Abstract and Keywords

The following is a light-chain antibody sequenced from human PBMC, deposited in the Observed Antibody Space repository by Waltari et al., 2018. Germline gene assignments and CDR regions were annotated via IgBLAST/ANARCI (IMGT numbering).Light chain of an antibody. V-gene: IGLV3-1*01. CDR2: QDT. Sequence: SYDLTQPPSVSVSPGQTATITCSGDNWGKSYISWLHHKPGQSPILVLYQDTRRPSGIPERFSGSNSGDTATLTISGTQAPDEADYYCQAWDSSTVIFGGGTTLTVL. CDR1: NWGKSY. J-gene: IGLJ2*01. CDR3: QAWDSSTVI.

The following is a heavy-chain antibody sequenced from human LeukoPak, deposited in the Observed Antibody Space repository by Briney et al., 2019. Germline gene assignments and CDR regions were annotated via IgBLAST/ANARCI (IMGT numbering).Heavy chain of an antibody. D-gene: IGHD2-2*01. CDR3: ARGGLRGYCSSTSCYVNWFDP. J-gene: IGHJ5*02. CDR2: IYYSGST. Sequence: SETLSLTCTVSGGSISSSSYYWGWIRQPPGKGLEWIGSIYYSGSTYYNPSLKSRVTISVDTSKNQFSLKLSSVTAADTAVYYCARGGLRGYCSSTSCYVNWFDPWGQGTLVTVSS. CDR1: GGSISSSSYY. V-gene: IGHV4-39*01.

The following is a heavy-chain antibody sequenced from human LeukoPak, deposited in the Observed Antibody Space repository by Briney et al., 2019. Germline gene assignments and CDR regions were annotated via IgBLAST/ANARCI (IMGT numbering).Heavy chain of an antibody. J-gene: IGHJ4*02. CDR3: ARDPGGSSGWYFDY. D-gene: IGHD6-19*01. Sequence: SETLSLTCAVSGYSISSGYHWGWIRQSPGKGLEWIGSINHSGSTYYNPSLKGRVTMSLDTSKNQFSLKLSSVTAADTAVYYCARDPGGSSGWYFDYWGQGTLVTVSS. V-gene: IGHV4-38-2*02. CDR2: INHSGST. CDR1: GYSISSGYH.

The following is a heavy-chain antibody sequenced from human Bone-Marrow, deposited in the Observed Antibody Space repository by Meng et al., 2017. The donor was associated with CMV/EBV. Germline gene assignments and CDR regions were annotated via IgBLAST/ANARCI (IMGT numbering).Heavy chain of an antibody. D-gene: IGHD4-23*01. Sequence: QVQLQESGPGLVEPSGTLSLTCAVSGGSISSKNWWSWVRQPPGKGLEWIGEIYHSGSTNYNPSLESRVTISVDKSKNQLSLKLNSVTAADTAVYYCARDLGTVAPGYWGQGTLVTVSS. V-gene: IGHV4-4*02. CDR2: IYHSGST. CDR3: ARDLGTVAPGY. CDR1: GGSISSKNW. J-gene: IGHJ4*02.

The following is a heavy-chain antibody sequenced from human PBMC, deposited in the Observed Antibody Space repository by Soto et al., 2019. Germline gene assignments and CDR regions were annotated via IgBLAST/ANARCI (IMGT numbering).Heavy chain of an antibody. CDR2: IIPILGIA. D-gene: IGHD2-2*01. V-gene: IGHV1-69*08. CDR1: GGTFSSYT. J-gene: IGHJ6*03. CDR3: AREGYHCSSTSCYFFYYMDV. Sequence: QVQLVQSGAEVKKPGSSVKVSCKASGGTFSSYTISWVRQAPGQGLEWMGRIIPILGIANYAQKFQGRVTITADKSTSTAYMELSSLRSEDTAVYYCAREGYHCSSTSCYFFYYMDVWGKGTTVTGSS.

In recent years, the use of happiness data has been influential within economics. Measures of self-reported happiness or life satisfaction provide economists with a means to proxy the concepts of utility or individual welfare. This provides a number of new insights. For instance, the life satisfaction approach enables policy-makers to capture individuals’ preferences and the benefits obtained from non-market goods and services in a novel way. As a consequence, insights from happiness research can provide a useful input into politico-economic decisions. In time, aggregate happiness indicators may become a relevant macro input into political discourse, whilst happiness research can be applied to comparative institutional analyses of, for example, democracy and federalism.
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